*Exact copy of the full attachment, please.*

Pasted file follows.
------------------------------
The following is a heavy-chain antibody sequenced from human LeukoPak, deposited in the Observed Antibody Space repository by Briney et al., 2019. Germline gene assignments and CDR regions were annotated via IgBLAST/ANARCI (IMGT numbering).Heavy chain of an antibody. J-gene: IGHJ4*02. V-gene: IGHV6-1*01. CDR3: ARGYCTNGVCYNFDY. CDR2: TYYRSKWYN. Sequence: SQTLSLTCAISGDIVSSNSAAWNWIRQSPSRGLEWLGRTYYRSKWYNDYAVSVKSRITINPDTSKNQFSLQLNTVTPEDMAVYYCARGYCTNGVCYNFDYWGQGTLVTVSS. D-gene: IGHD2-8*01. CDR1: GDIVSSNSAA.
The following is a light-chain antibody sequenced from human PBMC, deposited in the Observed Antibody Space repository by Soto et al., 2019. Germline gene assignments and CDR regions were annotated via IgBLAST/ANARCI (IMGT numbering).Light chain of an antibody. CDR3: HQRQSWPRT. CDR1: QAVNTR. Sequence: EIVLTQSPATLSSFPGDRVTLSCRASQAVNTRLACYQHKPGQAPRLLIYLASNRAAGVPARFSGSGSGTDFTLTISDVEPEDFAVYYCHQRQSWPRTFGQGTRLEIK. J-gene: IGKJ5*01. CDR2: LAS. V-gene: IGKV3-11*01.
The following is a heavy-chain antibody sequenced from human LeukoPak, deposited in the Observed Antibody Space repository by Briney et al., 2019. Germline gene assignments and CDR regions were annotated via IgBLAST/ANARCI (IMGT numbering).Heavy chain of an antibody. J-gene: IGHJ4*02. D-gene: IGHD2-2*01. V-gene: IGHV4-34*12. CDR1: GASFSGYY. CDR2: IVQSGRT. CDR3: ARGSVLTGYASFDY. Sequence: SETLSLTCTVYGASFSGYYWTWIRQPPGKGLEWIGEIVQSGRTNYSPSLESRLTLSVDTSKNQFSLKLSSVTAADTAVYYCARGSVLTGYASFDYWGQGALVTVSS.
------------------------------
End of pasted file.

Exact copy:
The following is a heavy-chain antibody sequenced from human LeukoPak, deposited in the Observed Antibody Space repository by Briney et al., 2019. Germline gene assignments and CDR regions were annotated via IgBLAST/ANARCI (IMGT numbering).Heavy chain of an antibody. J-gene: IGHJ4*02. V-gene: IGHV6-1*01. CDR3: ARGYCTNGVCYNFDY. CDR2: TYYRSKWYN. Sequence: SQTLSLTCAISGDIVSSNSAAWNWIRQSPSRGLEWLGRTYYRSKWYNDYAVSVKSRITINPDTSKNQFSLQLNTVTPEDMAVYYCARGYCTNGVCYNFDYWGQGTLVTVSS. D-gene: IGHD2-8*01. CDR1: GDIVSSNSAA.
The following is a light-chain antibody sequenced from human PBMC, deposited in the Observed Antibody Space repository by Soto et al., 2019. Germline gene assignments and CDR regions were annotated via IgBLAST/ANARCI (IMGT numbering).Light chain of an antibody. CDR3: HQRQSWPRT. CDR1: QAVNTR. Sequence: EIVLTQSPATLSSFPGDRVTLSCRASQAVNTRLACYQHKPGQAPRLLIYLASNRAAGVPARFSGSGSGTDFTLTISDVEPEDFAVYYCHQRQSWPRTFGQGTRLEIK. J-gene: IGKJ5*01. CDR2: LAS. V-gene: IGKV3-11*01.
The following is a heavy-chain antibody sequenced from human LeukoPak, deposited in the Observed Antibody Space repository by Briney et al., 2019. Germline gene assignments and CDR regions were annotated via IgBLAST/ANARCI (IMGT numbering).Heavy chain of an antibody. J-gene: IGHJ4*02. D-gene: IGHD2-2*01. V-gene: IGHV4-34*12. CDR1: GASFSGYY. CDR2: IVQSGRT. CDR3: ARGSVLTGYASFDY. Sequence: SETLSLTCTVYGASFSGYYWTWIRQPPGKGLEWIGEIVQSGRTNYSPSLESRLTLSVDTSKNQFSLKLSSVTAADTAVYYCARGSVLTGYASFDYWGQGALVTVSS.